Certain of the foregoing and related objectives are readily attained by utilizing the sodium dependence of adenosine triphosphatase (EC 22.214.171.124). While the chemistry of this enzyme is known, there appears to have been no attempt to utilize its sodium stimulation in a quantitative analytical fashion, let alone employ this property to measure sodium levels in biological systems. (J. C. Skou, Biochim. Biophy. Acta, 23, 394 (1957).) It has been the general practice of biochemists to add excess sodium to systems designed to evaluate and utilize adenosine triphosphatase from various sources. (e.g., L. Josephson. and L. C. Cantley, Biochem., 16, 4572 (1977).) Thus, the prior art, by directing the use of saturating amounts of sodium, teaches away from the methodology of the present invention. Furthermore, in the 30 years since the original observation, no apparent attempt has been made to apply such a principle in the quantitative determination of sodium in biological systems. (N. W. Tietz, ed., "Textbook of Clinical Chemistry", W. B. Saunders, Philadelphia, 1986, p. 1174.)
Adenosine triphosphatase (ATPase) cleaves the terminal phosphate off adenosine-5'-triphosphate (ATP) to yield adenosine diphosphate (ADP) and inorganic phosphate (Pi). ##STR2## The phosphatase activity is greatest between pH 7.2 and 8.0 with enzyme from various sources. The equilibrium of the hydrolytic reaction using this enzyme is shifted toward the two products in the presence of magnesium, potassium, and sodium. In its natural setting, the enzyme is membrane-bound and is responsible for energizing the exchange of sodium and potassium across membranes. By using in vitro a predetermined amount of ATPase, ATP, K+, and Mg+2, and measuring by some means the appearance of products, one may determine the degree of activation of ATPase, the enzyme catalyst. The extent of reaction, i.e., the activity of this enzyme, is directly proportional to the sodium concentration.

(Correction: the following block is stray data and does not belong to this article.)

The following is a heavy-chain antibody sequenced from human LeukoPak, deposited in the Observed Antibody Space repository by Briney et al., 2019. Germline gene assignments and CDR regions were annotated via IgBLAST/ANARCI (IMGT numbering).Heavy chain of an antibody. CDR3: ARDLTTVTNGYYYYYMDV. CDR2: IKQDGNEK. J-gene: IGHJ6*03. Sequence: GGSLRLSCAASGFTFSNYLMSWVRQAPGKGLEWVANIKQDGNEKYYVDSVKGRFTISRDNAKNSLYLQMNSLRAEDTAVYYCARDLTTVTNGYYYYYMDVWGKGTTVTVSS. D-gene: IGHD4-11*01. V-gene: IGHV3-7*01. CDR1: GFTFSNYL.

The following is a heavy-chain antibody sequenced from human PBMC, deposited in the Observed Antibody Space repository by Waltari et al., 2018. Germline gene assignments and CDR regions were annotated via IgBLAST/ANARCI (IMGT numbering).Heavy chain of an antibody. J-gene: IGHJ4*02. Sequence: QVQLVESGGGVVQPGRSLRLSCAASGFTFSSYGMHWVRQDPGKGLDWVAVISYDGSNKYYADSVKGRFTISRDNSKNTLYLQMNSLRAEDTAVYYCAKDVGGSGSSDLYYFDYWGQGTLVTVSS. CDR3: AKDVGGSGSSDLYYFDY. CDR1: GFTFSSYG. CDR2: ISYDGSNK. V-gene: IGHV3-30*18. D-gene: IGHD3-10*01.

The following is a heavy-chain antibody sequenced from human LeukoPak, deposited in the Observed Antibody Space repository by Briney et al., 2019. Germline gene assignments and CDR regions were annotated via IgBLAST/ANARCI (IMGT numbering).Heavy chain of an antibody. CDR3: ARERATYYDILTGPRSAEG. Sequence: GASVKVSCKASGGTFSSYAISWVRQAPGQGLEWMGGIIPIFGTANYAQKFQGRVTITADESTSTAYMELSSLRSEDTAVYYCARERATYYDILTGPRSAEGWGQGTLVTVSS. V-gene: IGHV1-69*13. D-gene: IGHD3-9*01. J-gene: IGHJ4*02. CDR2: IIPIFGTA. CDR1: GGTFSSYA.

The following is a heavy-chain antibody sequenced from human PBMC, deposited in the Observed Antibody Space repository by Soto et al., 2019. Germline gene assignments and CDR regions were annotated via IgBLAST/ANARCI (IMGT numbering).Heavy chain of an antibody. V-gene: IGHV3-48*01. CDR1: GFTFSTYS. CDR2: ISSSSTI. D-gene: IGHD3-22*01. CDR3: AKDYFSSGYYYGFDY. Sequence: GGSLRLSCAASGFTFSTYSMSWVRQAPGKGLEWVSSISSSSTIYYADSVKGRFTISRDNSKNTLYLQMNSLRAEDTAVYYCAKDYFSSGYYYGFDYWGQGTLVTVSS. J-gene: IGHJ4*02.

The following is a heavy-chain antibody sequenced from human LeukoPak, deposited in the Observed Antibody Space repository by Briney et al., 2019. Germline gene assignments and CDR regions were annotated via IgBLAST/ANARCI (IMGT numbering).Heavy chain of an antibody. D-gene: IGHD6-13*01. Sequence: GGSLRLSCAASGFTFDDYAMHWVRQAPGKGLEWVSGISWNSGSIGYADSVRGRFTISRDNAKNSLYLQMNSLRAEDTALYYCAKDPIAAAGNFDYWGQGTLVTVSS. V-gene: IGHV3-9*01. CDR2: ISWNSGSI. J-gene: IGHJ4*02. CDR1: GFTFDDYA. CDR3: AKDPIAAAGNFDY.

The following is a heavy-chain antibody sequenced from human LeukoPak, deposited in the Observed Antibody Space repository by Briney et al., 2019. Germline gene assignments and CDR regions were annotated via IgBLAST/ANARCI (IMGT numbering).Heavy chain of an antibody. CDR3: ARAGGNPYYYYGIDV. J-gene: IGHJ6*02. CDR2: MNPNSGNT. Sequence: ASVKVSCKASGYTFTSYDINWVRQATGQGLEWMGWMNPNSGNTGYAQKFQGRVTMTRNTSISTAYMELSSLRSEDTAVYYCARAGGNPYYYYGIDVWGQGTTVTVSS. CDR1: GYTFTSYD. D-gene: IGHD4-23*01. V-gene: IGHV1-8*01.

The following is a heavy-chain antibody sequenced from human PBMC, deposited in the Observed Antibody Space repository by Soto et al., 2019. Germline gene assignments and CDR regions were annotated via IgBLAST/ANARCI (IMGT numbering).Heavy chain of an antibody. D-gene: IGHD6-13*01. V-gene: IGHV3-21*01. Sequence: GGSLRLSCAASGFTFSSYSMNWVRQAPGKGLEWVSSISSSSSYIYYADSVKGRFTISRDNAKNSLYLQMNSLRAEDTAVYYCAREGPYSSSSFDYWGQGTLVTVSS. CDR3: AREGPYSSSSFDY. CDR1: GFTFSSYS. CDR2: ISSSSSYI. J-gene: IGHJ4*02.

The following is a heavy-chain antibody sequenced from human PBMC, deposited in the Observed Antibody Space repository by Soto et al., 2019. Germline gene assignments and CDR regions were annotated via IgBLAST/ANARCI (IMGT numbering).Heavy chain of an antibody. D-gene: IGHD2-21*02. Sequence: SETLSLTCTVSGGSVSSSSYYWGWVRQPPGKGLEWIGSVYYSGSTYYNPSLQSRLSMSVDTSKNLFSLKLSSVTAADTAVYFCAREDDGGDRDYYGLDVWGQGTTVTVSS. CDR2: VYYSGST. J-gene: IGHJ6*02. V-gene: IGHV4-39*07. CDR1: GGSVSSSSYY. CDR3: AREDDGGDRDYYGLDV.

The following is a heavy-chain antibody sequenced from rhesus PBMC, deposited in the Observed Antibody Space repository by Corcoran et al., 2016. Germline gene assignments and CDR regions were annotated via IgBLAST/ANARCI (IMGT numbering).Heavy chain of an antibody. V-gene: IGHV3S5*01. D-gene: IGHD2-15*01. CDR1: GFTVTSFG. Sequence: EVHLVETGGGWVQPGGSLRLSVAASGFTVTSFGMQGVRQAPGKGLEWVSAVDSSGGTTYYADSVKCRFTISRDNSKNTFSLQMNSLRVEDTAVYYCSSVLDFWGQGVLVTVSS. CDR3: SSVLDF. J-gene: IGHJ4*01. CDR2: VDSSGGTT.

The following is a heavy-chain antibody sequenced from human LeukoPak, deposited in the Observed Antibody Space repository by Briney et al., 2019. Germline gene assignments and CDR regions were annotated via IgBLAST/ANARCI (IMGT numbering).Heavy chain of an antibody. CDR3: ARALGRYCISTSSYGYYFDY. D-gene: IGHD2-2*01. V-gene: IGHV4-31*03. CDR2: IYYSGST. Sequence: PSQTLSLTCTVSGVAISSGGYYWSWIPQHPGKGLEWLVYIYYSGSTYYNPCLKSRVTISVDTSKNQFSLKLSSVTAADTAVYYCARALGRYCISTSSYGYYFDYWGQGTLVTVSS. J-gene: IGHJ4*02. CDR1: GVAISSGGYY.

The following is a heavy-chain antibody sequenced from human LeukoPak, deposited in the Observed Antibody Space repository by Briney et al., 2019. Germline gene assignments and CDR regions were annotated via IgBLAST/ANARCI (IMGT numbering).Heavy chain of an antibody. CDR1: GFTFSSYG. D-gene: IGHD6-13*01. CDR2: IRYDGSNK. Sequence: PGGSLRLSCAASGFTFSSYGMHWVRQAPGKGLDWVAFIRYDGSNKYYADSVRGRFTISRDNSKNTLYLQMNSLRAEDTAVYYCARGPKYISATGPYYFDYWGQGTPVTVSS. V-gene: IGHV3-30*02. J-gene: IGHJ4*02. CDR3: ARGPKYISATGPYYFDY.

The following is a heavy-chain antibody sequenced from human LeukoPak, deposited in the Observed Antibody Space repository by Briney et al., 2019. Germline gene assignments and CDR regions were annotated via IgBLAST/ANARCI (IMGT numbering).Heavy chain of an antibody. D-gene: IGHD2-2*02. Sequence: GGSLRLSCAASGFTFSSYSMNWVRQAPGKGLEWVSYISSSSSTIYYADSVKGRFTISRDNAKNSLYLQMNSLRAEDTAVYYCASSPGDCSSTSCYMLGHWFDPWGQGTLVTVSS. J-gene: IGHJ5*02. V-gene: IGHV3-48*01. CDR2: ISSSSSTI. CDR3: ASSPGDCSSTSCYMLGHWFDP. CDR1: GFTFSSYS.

The phosphate product can be measured by the well known method of Fiske and Subbarow. Similarly, techniques which measure the appearance of ADP can be applied for determining the rate of ATPase activity. The ADP product of Reaction I can react with phosphoenolpyruvate (PEP), in the presence of pyruvate kinase (PK), to yield pyruvate, as in Reaction II. ##STR3##
Finally, as described in U.S. patent application Ser. No. 06/729,633, a number of methods can be used to measure the amount of pyruvate product. The pyruvate can be reacted with lactate dehydrogenase and reduced nicotinamide adenine dinucleotide, with the change in the amount of the latter being followed in an ultraviolet spectrophotometer. Alternatively, reaction with pyruvate oxidase can yield peroxide; when coupled with peroxidase and added indicator, the degree of color change is proportional to the amount of pyruvate present.